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Wilson lab reports in Mucosal Immunology that gut dendritic cell activation links an altered colonic microbiome to mucosal and systemic T-cell activation in untreated HIV-1 infection

HIV-1-associated disruption of intestinal homeostasis is a major factor contributing to chronic immune activation and inflammation. Dendritic cells (DCs) are crucial in maintaining intestinal homeostasis, but the impact of HIV-1 infection on intestinal DC number and function has not been extensively studied.

 

     In the April 29, 2015 issue of Mucosal Immunology, Stephanie Dillon and coworkers in Cara Wilson’s lab address this issue. They compared the frequency and activation/maturation status of colonic myeloid DC (mDC) subsets (CD1c+ and CD1cneg) and plasmacytoid DCs in untreated HIV-1-infected subjects with uninfected controls. Colonic mDCs in HIV-1-infected subjects had increased CD40 but decreased CD83 expression, and CD40 expression on CD1c+ mDCs positively correlated with mucosal HIV-1 viral load, with mucosal and systemic cytokine production, and with frequencies of activated colon and blood T cells. Percentage of CD83+CD1c+ mDCs negatively correlated with frequencies of interferon-γ-producing colon CD4+ and CD8+ T cells. CD40 expression on CD1c+ mDCs positively associated with abundance of high prevalence mucosal Prevotella copri and Prevotella stercorea but negatively associated with a number of low prevalence mucosal species, including Rumminococcus bromii. CD1c+ mDC cytokine production was greater in response to in vitro stimulation with Prevotella species relative to R. bromii.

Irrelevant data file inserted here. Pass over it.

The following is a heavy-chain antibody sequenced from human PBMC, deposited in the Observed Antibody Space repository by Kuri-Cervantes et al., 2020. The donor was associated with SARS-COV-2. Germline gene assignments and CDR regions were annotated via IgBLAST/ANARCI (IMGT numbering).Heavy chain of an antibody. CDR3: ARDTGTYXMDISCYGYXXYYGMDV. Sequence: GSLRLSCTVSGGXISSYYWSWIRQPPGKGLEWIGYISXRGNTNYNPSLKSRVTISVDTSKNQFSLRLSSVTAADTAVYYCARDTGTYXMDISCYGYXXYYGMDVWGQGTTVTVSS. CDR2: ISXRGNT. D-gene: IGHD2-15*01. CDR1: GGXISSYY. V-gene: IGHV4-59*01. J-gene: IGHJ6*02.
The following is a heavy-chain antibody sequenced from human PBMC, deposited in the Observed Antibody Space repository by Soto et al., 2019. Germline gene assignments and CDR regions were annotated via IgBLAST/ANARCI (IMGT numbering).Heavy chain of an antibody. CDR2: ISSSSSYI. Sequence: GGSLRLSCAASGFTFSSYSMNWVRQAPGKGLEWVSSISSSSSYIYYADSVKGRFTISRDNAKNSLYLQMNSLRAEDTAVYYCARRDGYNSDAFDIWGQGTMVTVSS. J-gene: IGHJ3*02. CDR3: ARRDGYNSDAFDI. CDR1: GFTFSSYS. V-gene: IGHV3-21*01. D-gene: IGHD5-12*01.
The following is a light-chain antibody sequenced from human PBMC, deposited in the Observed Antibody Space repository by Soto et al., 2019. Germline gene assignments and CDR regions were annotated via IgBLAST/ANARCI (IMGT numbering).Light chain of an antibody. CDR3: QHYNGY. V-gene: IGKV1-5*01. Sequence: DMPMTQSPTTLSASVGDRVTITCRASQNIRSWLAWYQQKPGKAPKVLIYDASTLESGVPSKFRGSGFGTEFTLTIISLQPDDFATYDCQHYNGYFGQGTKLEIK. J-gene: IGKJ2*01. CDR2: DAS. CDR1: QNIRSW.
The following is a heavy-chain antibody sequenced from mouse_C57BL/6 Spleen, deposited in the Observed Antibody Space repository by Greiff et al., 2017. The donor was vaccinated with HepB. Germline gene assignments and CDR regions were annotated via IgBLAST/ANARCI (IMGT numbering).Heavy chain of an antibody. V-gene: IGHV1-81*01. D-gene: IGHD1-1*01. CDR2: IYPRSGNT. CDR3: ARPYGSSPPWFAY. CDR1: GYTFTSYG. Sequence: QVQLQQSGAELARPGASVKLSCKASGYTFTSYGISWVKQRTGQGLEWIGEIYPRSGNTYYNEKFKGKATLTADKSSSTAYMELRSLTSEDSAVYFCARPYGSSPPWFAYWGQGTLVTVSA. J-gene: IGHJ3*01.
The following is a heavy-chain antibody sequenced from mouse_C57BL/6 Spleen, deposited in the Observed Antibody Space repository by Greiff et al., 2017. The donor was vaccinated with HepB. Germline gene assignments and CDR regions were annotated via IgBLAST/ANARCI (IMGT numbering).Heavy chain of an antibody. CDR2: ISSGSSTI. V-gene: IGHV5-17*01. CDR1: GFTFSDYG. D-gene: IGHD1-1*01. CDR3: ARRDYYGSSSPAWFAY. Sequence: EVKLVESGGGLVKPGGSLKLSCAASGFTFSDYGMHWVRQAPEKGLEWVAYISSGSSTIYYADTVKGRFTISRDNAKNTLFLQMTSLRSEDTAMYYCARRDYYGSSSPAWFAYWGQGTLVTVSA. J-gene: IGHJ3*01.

These findings suggest that, during HIV infection, colonic mDCs become activated upon exposure to mucosal pathobiont bacteria leading to mucosal and systemic immune activation.

 

 

This study was supported by National Institutes of Health Grants RO1 DK088663 (Wilson), R01 AI108404 (Wilson) and, in part, by NIH/NCATS Colorado CTSI Grant Number UL1 TR000154.  Co-authors include CU Department of Medicine researchers Cassie Kotter, Greg Austin, Martine McManus, Chuck Robertson, Dan Frank and Martin McCarter as well as collaborators at Rush University Medical Center, Chicago and University of California San Diego, California.